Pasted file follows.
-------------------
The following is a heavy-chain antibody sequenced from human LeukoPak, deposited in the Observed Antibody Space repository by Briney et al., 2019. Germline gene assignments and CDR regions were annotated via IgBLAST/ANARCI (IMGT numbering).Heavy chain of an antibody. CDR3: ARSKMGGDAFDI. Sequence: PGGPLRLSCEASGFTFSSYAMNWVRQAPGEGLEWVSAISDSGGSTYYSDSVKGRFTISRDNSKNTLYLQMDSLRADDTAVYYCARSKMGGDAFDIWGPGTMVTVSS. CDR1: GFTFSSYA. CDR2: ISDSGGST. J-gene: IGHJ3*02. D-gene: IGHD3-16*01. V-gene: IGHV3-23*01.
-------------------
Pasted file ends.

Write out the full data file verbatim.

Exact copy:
The following is a heavy-chain antibody sequenced from human LeukoPak, deposited in the Observed Antibody Space repository by Briney et al., 2019. Germline gene assignments and CDR regions were annotated via IgBLAST/ANARCI (IMGT numbering).Heavy chain of an antibody. CDR3: ARSKMGGDAFDI. Sequence: PGGPLRLSCEASGFTFSSYAMNWVRQAPGEGLEWVSAISDSGGSTYYSDSVKGRFTISRDNSKNTLYLQMDSLRADDTAVYYCARSKMGGDAFDIWGPGTMVTVSS. CDR1: GFTFSSYA. CDR2: ISDSGGST. J-gene: IGHJ3*02. D-gene: IGHD3-16*01. V-gene: IGHV3-23*01.